top of page

Stress and the Holiday

Take a moment to consider the stress you face during the winter holiday season. What stressors show up in your own life during this time?

The longer you sit that question the longer the list probably gets. For some its a list of too much (too much travel, too much food, too much money being spent, too much time with family), and for others it is a long list of not enough (not enough money, not enough connection, not enough time), and for most of us its a combination of too much and not enough. There are so many potential stressors that arise for people this time of year, but the stressors, the things that cause you stress, are not what I want to talk about here.

Take a moment now to consider these stressors and how they might affect you:

  • being cold

  • eating too much

  • not getting enough rest

Those are purely physical stressors, now imagine yourself under psychological stress:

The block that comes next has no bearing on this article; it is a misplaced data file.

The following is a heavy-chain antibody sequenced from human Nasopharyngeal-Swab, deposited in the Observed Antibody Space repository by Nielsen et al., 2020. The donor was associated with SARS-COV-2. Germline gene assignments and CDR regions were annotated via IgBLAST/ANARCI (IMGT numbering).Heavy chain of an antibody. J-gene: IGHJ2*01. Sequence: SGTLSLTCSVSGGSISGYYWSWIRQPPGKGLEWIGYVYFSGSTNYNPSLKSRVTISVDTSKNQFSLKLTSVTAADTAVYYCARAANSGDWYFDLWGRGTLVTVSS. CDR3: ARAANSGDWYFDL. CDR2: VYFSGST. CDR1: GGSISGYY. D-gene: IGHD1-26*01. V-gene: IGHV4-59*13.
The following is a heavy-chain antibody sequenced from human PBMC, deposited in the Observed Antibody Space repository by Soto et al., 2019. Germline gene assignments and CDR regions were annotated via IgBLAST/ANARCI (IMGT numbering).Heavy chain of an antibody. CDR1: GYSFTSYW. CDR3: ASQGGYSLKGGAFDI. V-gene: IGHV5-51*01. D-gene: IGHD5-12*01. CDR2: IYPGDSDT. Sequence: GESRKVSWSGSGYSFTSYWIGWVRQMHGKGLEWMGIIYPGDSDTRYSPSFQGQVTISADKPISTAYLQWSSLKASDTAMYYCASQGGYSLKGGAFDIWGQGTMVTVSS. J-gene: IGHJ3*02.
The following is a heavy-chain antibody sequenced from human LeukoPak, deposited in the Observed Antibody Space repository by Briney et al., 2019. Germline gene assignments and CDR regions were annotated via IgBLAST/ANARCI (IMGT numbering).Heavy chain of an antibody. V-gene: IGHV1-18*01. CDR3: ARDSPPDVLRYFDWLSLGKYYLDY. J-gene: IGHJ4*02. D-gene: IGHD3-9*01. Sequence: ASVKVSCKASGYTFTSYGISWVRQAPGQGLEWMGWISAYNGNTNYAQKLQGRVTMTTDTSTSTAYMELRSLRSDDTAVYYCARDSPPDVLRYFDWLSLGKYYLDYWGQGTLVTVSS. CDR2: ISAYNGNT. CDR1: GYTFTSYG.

• pressure to perform at work

  • familial expectations

  • an overbooked schedule

And what about unresolved issues from the past like:

  • longstanding familial arguments

  • being forced to be cordial to past abusers

  • grief (of loved ones now gone)

  • grief (of places and situations of the past)

The holidays are a nexus point of stress for many folks, even those who enjoy this time of year. Stress is a natural function of a living human. It cycles in and out of everyone's lived experience. It changes and adapts to the individual in their unique environment. Every field of study approaches it a little bit different and it can be easy to get lost in the biology, neuroscience, physiology, and/or psychology of the human stress response, but for the sake of this sort blog let's not go there (he tells himself so as to not get carried away.

What can *you* do with the stress that arises in your life this time of year?